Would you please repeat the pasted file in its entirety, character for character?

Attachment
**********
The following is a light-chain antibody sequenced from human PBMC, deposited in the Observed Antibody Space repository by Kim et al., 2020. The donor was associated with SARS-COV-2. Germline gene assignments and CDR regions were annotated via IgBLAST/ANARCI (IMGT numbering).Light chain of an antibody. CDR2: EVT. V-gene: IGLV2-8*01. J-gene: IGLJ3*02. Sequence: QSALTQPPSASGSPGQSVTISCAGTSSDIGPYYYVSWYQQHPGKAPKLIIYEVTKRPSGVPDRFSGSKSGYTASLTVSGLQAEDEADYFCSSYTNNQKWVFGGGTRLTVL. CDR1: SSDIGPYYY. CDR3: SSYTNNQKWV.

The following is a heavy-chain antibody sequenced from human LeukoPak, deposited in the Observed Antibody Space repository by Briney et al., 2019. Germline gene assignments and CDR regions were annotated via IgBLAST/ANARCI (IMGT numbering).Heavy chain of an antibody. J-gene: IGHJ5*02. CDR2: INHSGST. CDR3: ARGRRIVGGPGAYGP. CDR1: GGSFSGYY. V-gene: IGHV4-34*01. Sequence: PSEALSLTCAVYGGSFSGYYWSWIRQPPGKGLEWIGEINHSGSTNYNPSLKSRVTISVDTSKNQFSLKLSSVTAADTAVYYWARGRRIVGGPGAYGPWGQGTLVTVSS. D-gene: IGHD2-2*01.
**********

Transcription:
The following is a light-chain antibody sequenced from human PBMC, deposited in the Observed Antibody Space repository by Kim et al., 2020. The donor was associated with SARS-COV-2. Germline gene assignments and CDR regions were annotated via IgBLAST/ANARCI (IMGT numbering).Light chain of an antibody. CDR2: EVT. V-gene: IGLV2-8*01. J-gene: IGLJ3*02. Sequence: QSALTQPPSASGSPGQSVTISCAGTSSDIGPYYYVSWYQQHPGKAPKLIIYEVTKRPSGVPDRFSGSKSGYTASLTVSGLQAEDEADYFCSSYTNNQKWVFGGGTRLTVL. CDR1: SSDIGPYYY. CDR3: SSYTNNQKWV.

The following is a heavy-chain antibody sequenced from human LeukoPak, deposited in the Observed Antibody Space repository by Briney et al., 2019. Germline gene assignments and CDR regions were annotated via IgBLAST/ANARCI (IMGT numbering).Heavy chain of an antibody. J-gene: IGHJ5*02. CDR2: INHSGST. CDR3: ARGRRIVGGPGAYGP. CDR1: GGSFSGYY. V-gene: IGHV4-34*01. Sequence: PSEALSLTCAVYGGSFSGYYWSWIRQPPGKGLEWIGEINHSGSTNYNPSLKSRVTISVDTSKNQFSLKLSSVTAADTAVYYWARGRRIVGGPGAYGPWGQGTLVTVSS. D-gene: IGHD2-2*01.